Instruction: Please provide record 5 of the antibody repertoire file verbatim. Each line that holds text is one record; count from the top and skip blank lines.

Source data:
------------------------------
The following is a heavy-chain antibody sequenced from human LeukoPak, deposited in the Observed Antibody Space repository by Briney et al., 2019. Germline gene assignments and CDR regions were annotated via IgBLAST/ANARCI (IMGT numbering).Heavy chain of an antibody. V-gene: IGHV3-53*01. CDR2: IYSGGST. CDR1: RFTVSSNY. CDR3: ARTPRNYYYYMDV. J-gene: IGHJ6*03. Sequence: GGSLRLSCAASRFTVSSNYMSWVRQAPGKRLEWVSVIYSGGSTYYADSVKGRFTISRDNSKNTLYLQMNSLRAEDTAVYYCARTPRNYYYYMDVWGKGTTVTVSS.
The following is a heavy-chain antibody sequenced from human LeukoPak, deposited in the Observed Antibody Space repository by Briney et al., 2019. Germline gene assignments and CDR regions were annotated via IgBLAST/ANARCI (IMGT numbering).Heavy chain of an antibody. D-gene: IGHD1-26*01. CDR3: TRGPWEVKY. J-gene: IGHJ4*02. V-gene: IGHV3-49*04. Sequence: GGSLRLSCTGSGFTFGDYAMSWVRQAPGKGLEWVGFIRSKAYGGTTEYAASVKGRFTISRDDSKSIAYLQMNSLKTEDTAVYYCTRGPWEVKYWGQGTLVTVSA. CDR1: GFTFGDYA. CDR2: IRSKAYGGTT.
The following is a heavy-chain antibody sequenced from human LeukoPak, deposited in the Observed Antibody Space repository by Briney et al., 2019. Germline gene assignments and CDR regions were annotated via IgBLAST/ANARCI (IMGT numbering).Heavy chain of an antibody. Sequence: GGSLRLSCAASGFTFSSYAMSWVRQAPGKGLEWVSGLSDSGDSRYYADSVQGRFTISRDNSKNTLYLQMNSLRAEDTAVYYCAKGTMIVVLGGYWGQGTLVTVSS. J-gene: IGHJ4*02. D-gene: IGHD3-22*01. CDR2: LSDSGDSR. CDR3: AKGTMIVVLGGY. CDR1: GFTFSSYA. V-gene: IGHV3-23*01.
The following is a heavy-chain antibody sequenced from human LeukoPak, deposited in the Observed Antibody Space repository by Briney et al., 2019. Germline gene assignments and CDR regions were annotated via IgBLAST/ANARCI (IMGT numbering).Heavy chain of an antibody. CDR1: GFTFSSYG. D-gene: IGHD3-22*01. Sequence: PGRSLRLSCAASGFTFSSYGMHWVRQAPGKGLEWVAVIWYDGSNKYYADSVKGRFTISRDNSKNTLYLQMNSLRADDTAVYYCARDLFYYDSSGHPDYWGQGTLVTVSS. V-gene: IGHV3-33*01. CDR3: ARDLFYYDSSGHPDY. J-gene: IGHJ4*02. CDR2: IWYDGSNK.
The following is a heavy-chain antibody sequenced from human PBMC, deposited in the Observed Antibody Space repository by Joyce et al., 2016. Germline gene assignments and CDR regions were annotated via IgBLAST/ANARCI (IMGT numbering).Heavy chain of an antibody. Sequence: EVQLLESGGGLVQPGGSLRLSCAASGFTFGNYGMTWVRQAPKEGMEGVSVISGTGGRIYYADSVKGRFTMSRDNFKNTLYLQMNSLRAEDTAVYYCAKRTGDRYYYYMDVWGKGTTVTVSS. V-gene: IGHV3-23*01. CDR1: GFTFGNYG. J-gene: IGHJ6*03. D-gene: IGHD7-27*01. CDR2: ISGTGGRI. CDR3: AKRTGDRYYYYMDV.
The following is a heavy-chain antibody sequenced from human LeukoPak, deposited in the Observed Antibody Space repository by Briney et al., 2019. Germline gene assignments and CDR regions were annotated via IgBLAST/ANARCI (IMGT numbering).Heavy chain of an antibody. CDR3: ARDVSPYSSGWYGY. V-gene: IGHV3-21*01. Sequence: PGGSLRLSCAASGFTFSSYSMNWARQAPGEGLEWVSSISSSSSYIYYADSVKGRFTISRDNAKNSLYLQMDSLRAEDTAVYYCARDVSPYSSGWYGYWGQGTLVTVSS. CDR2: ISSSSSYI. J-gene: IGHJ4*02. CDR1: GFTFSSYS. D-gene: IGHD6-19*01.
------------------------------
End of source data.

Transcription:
The following is a heavy-chain antibody sequenced from human PBMC, deposited in the Observed Antibody Space repository by Joyce et al., 2016. Germline gene assignments and CDR regions were annotated via IgBLAST/ANARCI (IMGT numbering).Heavy chain of an antibody. Sequence: EVQLLESGGGLVQPGGSLRLSCAASGFTFGNYGMTWVRQAPKEGMEGVSVISGTGGRIYYADSVKGRFTMSRDNFKNTLYLQMNSLRAEDTAVYYCAKRTGDRYYYYMDVWGKGTTVTVSS. V-gene: IGHV3-23*01. CDR1: GFTFGNYG. J-gene: IGHJ6*03. D-gene: IGHD7-27*01. CDR2: ISGTGGRI. CDR3: AKRTGDRYYYYMDV.